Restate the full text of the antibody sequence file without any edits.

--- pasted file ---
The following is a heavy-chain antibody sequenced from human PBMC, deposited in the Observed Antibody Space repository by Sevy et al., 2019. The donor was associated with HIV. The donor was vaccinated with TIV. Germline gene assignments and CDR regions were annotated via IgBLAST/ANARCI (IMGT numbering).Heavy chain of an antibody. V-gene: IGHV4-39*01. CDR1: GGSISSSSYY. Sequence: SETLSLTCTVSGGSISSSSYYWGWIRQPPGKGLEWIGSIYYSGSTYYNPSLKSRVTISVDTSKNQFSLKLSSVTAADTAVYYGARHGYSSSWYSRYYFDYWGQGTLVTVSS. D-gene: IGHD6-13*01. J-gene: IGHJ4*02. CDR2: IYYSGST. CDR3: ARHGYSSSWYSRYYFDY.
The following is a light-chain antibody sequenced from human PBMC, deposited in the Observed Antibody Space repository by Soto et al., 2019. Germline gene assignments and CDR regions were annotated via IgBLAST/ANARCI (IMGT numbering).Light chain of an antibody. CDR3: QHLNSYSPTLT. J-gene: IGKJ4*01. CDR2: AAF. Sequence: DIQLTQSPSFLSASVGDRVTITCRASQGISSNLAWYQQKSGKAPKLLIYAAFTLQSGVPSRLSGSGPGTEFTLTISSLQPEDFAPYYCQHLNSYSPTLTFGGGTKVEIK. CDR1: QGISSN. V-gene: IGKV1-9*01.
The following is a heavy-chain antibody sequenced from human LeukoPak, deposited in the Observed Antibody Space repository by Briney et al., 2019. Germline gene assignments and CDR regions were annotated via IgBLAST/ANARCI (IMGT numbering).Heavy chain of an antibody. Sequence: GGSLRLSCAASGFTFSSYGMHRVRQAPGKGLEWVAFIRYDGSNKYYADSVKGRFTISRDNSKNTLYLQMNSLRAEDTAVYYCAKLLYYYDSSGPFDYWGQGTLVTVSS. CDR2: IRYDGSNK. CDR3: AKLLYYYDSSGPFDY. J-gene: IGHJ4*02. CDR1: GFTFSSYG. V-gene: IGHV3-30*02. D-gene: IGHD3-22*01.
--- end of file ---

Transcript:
The following is a heavy-chain antibody sequenced from human PBMC, deposited in the Observed Antibody Space repository by Sevy et al., 2019. The donor was associated with HIV. The donor was vaccinated with TIV. Germline gene assignments and CDR regions were annotated via IgBLAST/ANARCI (IMGT numbering).Heavy chain of an antibody. V-gene: IGHV4-39*01. CDR1: GGSISSSSYY. Sequence: SETLSLTCTVSGGSISSSSYYWGWIRQPPGKGLEWIGSIYYSGSTYYNPSLKSRVTISVDTSKNQFSLKLSSVTAADTAVYYGARHGYSSSWYSRYYFDYWGQGTLVTVSS. D-gene: IGHD6-13*01. J-gene: IGHJ4*02. CDR2: IYYSGST. CDR3: ARHGYSSSWYSRYYFDY.
The following is a light-chain antibody sequenced from human PBMC, deposited in the Observed Antibody Space repository by Soto et al., 2019. Germline gene assignments and CDR regions were annotated via IgBLAST/ANARCI (IMGT numbering).Light chain of an antibody. CDR3: QHLNSYSPTLT. J-gene: IGKJ4*01. CDR2: AAF. Sequence: DIQLTQSPSFLSASVGDRVTITCRASQGISSNLAWYQQKSGKAPKLLIYAAFTLQSGVPSRLSGSGPGTEFTLTISSLQPEDFAPYYCQHLNSYSPTLTFGGGTKVEIK. CDR1: QGISSN. V-gene: IGKV1-9*01.
The following is a heavy-chain antibody sequenced from human LeukoPak, deposited in the Observed Antibody Space repository by Briney et al., 2019. Germline gene assignments and CDR regions were annotated via IgBLAST/ANARCI (IMGT numbering).Heavy chain of an antibody. Sequence: GGSLRLSCAASGFTFSSYGMHRVRQAPGKGLEWVAFIRYDGSNKYYADSVKGRFTISRDNSKNTLYLQMNSLRAEDTAVYYCAKLLYYYDSSGPFDYWGQGTLVTVSS. CDR2: IRYDGSNK. CDR3: AKLLYYYDSSGPFDY. J-gene: IGHJ4*02. CDR1: GFTFSSYG. V-gene: IGHV3-30*02. D-gene: IGHD3-22*01.